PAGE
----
We’ve come a long way baby. Or have we?

Principal - WRLaw

Written by Di Dempsey

Since my daughter has returned to the workforce after maternity leave, I have been babysitting for her a couple of days a week. As she lives in Melbourne, I go down to her house the afternoon before my shift starts so I’m up and ready to look after the two little ones first thing the next morning.

All this is to say that just like a journalist in the Middle East I’m effectively embedded in her household, thus enabling me to observe the distribution of labour while both parents are working full time. (Heaven forbid that I should write an article and tell the world about what goes on inside their home).

Actually, I have to say that I am constantly impressed by the egalitarian nature of their household. I spend most of my time with my mouth open as I watch her millennial man scoop up his babies, change their nappies and put the dinner on. After my son-in-law has done the dishes, he often lies on the floor and acts as a human adventure playground while his two babies crawl over him and scream with laughter.

Whenever I point out to my daughter how lucky she is to have such a wonderful partner she looks at me puzzled. This is what all the blokes do nowadays, she tells me. And I’m also not allowed to give him praise for doing what should come naturally.

I tell her how bloody awful and unfair the distribution of labour was in “my day.” This was when women were considered to be lucky to go out and work in the first place. Once we found a job it was generally our responsibility to find the scant childcare that was available, as well as do all of the household tasks, of course.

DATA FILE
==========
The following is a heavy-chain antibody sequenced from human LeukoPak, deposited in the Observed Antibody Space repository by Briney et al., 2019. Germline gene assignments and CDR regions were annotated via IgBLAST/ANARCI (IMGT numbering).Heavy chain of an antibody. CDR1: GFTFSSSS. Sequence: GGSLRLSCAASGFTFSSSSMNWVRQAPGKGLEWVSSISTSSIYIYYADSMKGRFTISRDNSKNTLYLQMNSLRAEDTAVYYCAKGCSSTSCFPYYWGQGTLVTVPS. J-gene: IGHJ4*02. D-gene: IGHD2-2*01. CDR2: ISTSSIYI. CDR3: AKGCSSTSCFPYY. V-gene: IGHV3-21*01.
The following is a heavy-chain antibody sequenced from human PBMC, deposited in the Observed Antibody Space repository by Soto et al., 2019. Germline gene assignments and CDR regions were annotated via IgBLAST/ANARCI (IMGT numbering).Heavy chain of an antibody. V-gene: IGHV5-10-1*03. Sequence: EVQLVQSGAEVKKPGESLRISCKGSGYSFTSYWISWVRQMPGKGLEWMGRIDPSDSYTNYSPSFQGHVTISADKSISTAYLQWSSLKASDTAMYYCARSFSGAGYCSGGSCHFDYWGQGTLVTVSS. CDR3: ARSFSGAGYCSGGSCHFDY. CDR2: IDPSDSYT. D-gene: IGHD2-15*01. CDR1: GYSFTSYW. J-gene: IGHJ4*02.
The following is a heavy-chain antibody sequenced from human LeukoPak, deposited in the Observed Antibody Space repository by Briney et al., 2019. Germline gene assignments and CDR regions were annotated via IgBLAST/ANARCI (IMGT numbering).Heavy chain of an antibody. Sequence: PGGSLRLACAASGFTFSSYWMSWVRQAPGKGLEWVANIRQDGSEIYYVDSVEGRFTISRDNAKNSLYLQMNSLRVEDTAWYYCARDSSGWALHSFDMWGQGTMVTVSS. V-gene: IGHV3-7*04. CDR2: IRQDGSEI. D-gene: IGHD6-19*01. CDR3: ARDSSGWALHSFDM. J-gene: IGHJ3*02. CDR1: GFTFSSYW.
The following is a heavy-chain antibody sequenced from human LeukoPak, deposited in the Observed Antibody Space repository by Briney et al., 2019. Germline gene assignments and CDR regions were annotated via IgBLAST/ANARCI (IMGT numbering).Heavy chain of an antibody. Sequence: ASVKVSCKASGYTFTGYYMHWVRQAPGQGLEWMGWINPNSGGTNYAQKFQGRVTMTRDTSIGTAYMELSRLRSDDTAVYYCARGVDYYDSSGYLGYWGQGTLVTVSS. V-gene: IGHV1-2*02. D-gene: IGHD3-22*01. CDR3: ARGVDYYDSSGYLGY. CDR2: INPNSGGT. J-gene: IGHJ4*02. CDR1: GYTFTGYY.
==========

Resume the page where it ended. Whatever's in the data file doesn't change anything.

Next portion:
The sharing of household tasks seems so much fairer now, but if you do some online research many Australian and overseas surveys conclude that women are still carrying the heavier load. Many blokes are doing a sterling job, but apparently they still have a way to go.

On another level, this conversation about equal workloads in the home may seem irrelevant when we stop and look at domestic violence statistics. Or is it? Perhaps it’s the case that the day the blokes are cheerfully mucking, it will be the same day that they no longer feel entitled to murder, bash, rape and generally disrespect women.

This article has been prepared for information purposes only and is not legal advice. For legal advice regarding your specific circumstances, please contact WR Law directly on (03) 5499 6131 or by email at admin@wrlaw.com.au

Rosa Raco

Principal - WRLaw

WR Law understands people and workplace culture, and it is with this understanding that we are able to achieve great outcomes for our clients in the field of employment and workplace relations.

The principal, Rosa Raco, has extensive experience working outside of a law firm environment, having worked in a major bank, the public sector and a small not for profit. Having been on the receiving end of legal advice, she understands what you need when you come to her for advice – advice that is practical, easy to understand and usable.

Bringing this ‘real world’ experience to all your matters, WR Law is well equipped to help you make the best decisions by balancing commercial considerations with legal implications and risks.

Approachable and practical, WR Law provides sound and considered advice to a wide range of businesses, from SMEs to international organisations across a variety of industries.

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